Sung in French with English surtitles.
Carmen is the best-known work by French composer Georges Bizet, and one of the most famous operas in the entire art form – numbers such as the Habanera and the Toreador Song have permeated the popular consciousness as little else has. The opera’s heady combination of passion, sensuality and violence initially proved too much for the stage, and it was a critical failure on its 1875 premiere. Bizet died shortly after, and never learned of the spectacular success his Carmen would achieve: the opera has been performed more than five hundred times at Covent Garden alone.
This ever-popular opera is given a fresh point of view in Barrie Kosky’s highly physical production, originally created for Frankfurt Opera. The Australian director is one of the world’s most sought-after opera directors, whose Royal Opera debut with Shostakovich’s The Nose in 2016 was greeted with delight. For Carmen he has devised a far-from-traditional version, incorporating music written by Bizet for the score but not usually heard, and giving a new voice to the opera’s endlessly fascinating central character.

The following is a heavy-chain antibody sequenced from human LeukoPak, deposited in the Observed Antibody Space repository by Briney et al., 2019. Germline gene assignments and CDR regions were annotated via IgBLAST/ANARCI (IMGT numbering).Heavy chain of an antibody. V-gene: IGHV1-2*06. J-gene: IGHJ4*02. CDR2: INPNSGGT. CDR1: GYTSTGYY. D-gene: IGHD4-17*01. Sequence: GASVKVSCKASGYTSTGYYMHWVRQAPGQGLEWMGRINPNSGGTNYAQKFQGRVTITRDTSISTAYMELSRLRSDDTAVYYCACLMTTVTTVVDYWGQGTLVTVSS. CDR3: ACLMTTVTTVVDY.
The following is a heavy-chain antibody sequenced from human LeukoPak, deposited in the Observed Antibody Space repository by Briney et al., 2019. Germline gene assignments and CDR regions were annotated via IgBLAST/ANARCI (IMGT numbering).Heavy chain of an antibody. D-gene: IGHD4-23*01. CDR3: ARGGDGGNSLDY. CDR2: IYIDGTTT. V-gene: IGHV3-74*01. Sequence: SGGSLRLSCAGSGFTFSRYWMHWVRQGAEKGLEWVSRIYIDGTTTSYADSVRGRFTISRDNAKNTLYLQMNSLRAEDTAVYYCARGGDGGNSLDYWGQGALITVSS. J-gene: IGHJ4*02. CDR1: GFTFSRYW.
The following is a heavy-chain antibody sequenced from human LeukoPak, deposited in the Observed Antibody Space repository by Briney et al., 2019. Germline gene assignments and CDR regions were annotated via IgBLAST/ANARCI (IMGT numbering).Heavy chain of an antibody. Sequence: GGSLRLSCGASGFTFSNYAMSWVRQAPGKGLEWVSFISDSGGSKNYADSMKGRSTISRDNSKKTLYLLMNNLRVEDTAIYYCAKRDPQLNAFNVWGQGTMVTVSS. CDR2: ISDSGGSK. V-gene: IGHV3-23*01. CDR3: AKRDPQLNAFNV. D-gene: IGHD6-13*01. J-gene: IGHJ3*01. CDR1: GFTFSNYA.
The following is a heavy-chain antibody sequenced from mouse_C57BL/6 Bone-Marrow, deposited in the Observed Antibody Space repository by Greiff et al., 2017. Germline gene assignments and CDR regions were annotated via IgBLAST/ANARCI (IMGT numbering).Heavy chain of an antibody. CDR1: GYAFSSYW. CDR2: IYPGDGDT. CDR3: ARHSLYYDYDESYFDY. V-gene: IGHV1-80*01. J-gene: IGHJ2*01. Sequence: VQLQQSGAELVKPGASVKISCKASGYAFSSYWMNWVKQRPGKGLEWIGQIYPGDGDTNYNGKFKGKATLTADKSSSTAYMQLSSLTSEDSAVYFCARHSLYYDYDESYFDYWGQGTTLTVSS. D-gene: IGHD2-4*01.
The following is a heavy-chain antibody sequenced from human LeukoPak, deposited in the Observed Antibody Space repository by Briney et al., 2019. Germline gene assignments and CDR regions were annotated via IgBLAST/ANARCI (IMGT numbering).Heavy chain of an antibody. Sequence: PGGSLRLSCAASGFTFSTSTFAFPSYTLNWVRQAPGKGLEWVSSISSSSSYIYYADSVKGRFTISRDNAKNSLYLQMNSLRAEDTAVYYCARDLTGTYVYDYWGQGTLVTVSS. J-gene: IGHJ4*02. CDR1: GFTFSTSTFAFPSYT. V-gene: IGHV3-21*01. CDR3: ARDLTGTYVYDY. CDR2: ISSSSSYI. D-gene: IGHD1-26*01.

The young soldier Don José intends to marry Micaëla, a girl from his home village. But when he meets the sensual and fiercely independent Carmen, he sacrifices everything to be with her.
Carmen grows bored of Don José and falls in love with Escamillo. Unable to bear her leaving him, Don José tracks Carmen down and murders her.
What to expect:Acting
Recommended for:Anyone (0%)
Tedious and uninspiring such a travesty for what is a brilliant opera by Bizet. Never did figure why the lead had to be dressed as a gorilla - really! It was as unSpanish as it possibly could be, no vibrant, flamboyant consumes, just funereal dark and eternally somber. So pleased when the interval came so we could relieved of the monotony and boredom
Reviewed on 15 February 2018 by Nicola, Upper Basildon, United Kingdom